On your iPhone, iPad, or iPod touch:
- Go to Settings > [your name].
- If you’re using iOS 12, tap Share My Location. If you’re using an earlier version of iOS, tap iCloud > Share My Location.
- Turn off Share My Location.
5. Avoid sleepovers
Along the same lines as the last piece of advice, you and your FWB should avoid having sleepovers. After having sex, LEAVE! Cuddles and spooning fall squarely into activities for couples and should be avoided if you want your FWB relationship to work. As does pillow talk, which can often get very intimate. As nice as it is so wake up next to someone in the morning (and potentially have morning sex!) that is an intimacy that you should try and reserve for serious partners. This is not to say that you need to kick your friend to the curb as soon as you finish having sex, but you should be weary of sleepovers, as they might add complications to your casual relationship.
10. Prioritize the friendship part of FWB over the physical
At the end of the day, remember that you should be friends with your FWB. A FWB relationship is not just a random hookup and it’s important to keep up a good relationship with one another outside of the bedroom. Because FWB is not a long-term thing, you should focus on being able to keep your friendship alive even if the benefits part of your relationship comes to an end (which it eventually will) You don’t need to spend a ton of time together to maintain your friendship, but focusing on keeping things fun, lighthearted, and playful, will help you prioritize the friendship part over the physical.
Respecting each other’s expectations and boundaries will also ensure that you stay on good terms throughout your FWB relationship and after it’s over. It is totally possible to stay friends with someone after you have hooked up (whether it’s one time or many times) as long as you maintain a mutual respect for one another. It can sometimes take a bit of time to transition from hooking up to being friends again, but keeping the idea of friendship in your head through the hooking up stage will help this transition when the time comes.
Look at the match
Does the person you want to set up with your other friend have something in common? If one loves going out every night and the other one is a homebody, it may not be the best fit. Look at preference, type, want and goals for both of the people you’re setting up. You don’t want to over-promise!
You also want to make sure that both parties are looking for the same thing! Whether that be something casual or potentially a serious relationship. The last thing you want to do as a matchmaker is set someone up that wants a relationship with someone that really doesn’t want one.
5 Traditional Set-up
This one is pretty similar to the blind date idea except that it doesn’t have to be blind and perhaps both friends are already interested in each other, so you are just the go-between messenger. This is one of the most natural ways to set up your friends because it can occur via mutual requests and it’s almost like online dating, so your friends know exactly what they are getting into. Make sure they have dinner or coffee together and definitely check-in after to see how it went, but be careful not to get stuck in between them if it didn’t work out.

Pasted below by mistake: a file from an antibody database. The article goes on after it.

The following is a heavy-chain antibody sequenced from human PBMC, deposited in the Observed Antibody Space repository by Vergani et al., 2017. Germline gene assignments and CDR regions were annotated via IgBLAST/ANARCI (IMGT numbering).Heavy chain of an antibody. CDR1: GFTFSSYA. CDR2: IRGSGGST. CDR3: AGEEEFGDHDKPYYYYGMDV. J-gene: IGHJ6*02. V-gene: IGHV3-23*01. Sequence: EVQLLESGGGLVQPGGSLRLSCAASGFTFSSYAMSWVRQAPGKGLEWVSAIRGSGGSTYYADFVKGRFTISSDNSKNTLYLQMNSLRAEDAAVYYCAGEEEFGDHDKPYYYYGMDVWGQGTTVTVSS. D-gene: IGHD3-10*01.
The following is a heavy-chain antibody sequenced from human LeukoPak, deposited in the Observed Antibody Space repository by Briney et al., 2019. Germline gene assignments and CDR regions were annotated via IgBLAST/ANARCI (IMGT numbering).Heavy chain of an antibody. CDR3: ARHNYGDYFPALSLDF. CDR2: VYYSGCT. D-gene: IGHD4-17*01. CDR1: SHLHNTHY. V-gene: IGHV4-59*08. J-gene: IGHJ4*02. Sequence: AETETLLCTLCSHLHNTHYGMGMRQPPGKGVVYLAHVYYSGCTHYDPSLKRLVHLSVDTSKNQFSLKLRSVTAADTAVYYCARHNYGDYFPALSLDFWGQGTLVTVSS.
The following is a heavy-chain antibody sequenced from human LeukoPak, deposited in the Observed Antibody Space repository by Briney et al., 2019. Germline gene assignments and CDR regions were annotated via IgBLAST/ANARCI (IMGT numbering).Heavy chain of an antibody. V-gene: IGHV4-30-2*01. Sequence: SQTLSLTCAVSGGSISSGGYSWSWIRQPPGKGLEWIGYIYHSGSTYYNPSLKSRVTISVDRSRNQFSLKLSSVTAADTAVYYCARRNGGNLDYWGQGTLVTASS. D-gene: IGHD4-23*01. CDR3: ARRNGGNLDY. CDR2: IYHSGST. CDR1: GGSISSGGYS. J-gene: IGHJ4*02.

For the Person Being Set Up
1. DO go on a double date if you are nervous. Who says it has to be just the two of you? My friend and his wife came along on our date; we went to a board game café and played games together. It relieved the tension because I could get to know my date without the pressure of figuring out how to fill awkward silence — my friends did it for me! They also left early so we had some time to ourselves at the end of the night. By that point some of my nervousness had abated, and we were able to get to know each other one-on-one. However, if I hadn’t been interested, I could easily have left at the same time my friends did without appearing rude.
2. DON’T feel like the date has to go well because your friend wants it to. It’s just a date. You’re free to feel nervous, but it’s fine if things don’t work out.
3. DO let your friend know you appreciate he cares. Kyle didn’t set me up because he wanted to play matchmaker. He did so because he knew I deeply desired a relationship and wanted to see that happen for me in a joyful, healthy way. Regardless of how the date went, I appreciated his thoughtfulness.
4. DON’T rely on your friend’s knowledge. Get to know your date for yourself. You may trust your friend completely, but at the end of the day, you’re the one going on a second date with this person (or not). It’s up to you to get to know her for yourself.
If you are looking for a relationship but are struggling with the minefield of online dating, consider approaching your close friends and asking them to think about setting you up. But if you do ask, make sure you’re open to it — you may be surprised by how seriously they take your request. Now, what have you got to lose?
2 Double Date
Sometimes I think of double dating as the easy way out because it can feel like four people hanging out and it eliminates a lot of anxiety from both parties. But nevertheless, if you know two friends who would be great for each other, setting up a double date is one of the classic ways to set up your friends. And if your friends seem like they are hitting it off, you and your significant other can always part company and leave them to themselves.
Your location is sent from your device only when someone requests to see it. Your location isn’t transmitted on a regular interval. For more information, see the iCloud security and privacy overview.
Friends and followers limits
You can follow up to 100 friends. Up to 100 friends can follow you.